Author: Sina Grace
Artist: Sina Grace
Publisher: Image Comics
Source: Image Comics ARC

Sina Grace is being introduced to readers in a big way Wednesday as writer of Iceman #1, writing the character’s first ever solo debut as part of the creative team on one of Marvel’s highest profile gay characters. It’s a huge moment for Grace’s profile, although he’s been working quietly behind the scenes as editor of The Walking Dead, Invincible, and as an artist on indie books like The Li’l Depressed Boy and Burn the Orphanage.

The books that Grace takes a more visible hand in tend to be innately personal. The aforementioned indie series’ have a distinct perspective, both tonally and with the frank subject matter that deals with depression, identity, and self-acceptance. His independent cartooning deals most frankly with those subjects. Fans of his cartooning and those wanting to learn more about Grace can find more of him with Nothing Lasts Forever, also released Wednesday, which serves more as a journal than his truly autobiographic comics like Not My Bag and Self Possessed.

Nothing Lasts Forever has a loose structure, divided into ten chapters chronicling Grace’s battle with a mysterious illness, his anxiety over the 2016 presidential election and worldwide terroristic events, and a host of struggles with past relationships and what he’s looking for romantically and sexually.

There’s a tendency in all storytelling to look for structure and Grace mostly rejects that here. He uses a muted color palette throughout, in his words to match the tone of the subject matter. The pencilling itself oscillates from un-inked cartooning to heavily stylized and romanticized fight sequences with detailed, heavy shading. It’s a real showcase of Grace’s talent and versatility, married to intensely personal stories.

Still, there’s a sense that some of the stories feel more like unfinished vignettes than a coherent whole. An extended remembrance of Grace reckoning with his sexuality with a boundary-pushing high-school teacher forms an extended section of an early chapter before it pops back up near the book’s end.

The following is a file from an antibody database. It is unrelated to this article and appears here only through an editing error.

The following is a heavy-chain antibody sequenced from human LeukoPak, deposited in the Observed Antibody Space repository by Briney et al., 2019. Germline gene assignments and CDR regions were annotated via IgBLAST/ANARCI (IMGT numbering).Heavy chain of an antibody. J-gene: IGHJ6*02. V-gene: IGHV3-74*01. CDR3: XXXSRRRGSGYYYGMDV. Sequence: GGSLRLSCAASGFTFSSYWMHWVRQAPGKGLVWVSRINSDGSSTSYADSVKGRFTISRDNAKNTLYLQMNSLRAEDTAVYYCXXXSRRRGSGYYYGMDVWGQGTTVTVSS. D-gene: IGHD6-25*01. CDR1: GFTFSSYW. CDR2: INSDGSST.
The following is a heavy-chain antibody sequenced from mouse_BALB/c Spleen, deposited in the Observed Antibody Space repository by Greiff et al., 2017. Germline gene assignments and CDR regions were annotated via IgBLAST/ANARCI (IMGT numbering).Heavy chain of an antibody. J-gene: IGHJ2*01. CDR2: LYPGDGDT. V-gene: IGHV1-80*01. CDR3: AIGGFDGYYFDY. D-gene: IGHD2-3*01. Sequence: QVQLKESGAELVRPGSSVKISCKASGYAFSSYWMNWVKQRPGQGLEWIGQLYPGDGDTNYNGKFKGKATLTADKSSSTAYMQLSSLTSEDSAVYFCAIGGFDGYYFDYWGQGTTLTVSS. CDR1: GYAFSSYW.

Unfortunately, it never quite coalesces into a definitive statement. It’s interesting and it feels true-to-life in a way that there are few clean endings to stories in life but it sticks out, in much the same way that some of Grace’s stories of struggling to pitch an execute an idea and find inspiration at cons consumes much of the first half of the book before disappearing later.

It’s hard to really knock that lack of follow-through in the wake of the bracing back-half of Nothing Lasts Forever, where Grace worries about death, loneliness, self-hatred, and depression. It’s a bracing shift and one that feels intensely heartfelt. The art is sparse, a little more impressionistic and with a focus almost solely on the self. It’s an interesting move and one that puts the focus on Grace’s transition into the next year of his life.

There’s a voyeuristic sensation to reading autobiographical comics, both as someone who obsesses about the ins-and-outs of the comics industry and seeing someone’s life up close. Despite the personal subject matter, Grace is open and frank about his struggles, personal, sexual, and otherwise, in a profoundly welcoming way.

In Nothing Lasts Forever, Grace is offering readers a look at an intensely personal, emotionally fraught year of his life. It’s ultimately a compelling, heartfelt portrait of a creator at multiple personal and professional crossroads, dealing with a harrowing situation in a relatable way with style and flourish that proves that Grace is as at home writing and drawing as he is behind the scenes.

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